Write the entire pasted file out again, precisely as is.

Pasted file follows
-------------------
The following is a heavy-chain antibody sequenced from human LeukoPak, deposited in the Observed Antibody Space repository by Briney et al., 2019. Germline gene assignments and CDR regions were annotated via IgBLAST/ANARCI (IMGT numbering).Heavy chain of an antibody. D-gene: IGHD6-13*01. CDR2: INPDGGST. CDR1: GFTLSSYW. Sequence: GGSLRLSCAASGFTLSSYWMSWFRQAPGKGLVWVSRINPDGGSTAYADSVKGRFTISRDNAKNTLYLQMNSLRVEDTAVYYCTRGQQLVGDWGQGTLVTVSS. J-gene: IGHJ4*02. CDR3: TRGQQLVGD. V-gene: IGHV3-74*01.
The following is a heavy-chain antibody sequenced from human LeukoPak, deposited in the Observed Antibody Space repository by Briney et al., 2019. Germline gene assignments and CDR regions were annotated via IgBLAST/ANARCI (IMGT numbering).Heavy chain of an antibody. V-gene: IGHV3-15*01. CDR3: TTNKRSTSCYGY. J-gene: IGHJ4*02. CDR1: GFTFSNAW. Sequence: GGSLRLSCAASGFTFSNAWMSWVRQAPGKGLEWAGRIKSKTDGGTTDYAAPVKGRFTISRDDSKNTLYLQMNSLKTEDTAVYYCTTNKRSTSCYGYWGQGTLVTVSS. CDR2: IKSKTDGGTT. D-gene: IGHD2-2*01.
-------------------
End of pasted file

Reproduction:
The following is a heavy-chain antibody sequenced from human LeukoPak, deposited in the Observed Antibody Space repository by Briney et al., 2019. Germline gene assignments and CDR regions were annotated via IgBLAST/ANARCI (IMGT numbering).Heavy chain of an antibody. D-gene: IGHD6-13*01. CDR2: INPDGGST. CDR1: GFTLSSYW. Sequence: GGSLRLSCAASGFTLSSYWMSWFRQAPGKGLVWVSRINPDGGSTAYADSVKGRFTISRDNAKNTLYLQMNSLRVEDTAVYYCTRGQQLVGDWGQGTLVTVSS. J-gene: IGHJ4*02. CDR3: TRGQQLVGD. V-gene: IGHV3-74*01.
The following is a heavy-chain antibody sequenced from human LeukoPak, deposited in the Observed Antibody Space repository by Briney et al., 2019. Germline gene assignments and CDR regions were annotated via IgBLAST/ANARCI (IMGT numbering).Heavy chain of an antibody. V-gene: IGHV3-15*01. CDR3: TTNKRSTSCYGY. J-gene: IGHJ4*02. CDR1: GFTFSNAW. Sequence: GGSLRLSCAASGFTFSNAWMSWVRQAPGKGLEWAGRIKSKTDGGTTDYAAPVKGRFTISRDDSKNTLYLQMNSLKTEDTAVYYCTTNKRSTSCYGYWGQGTLVTVSS. CDR2: IKSKTDGGTT. D-gene: IGHD2-2*01.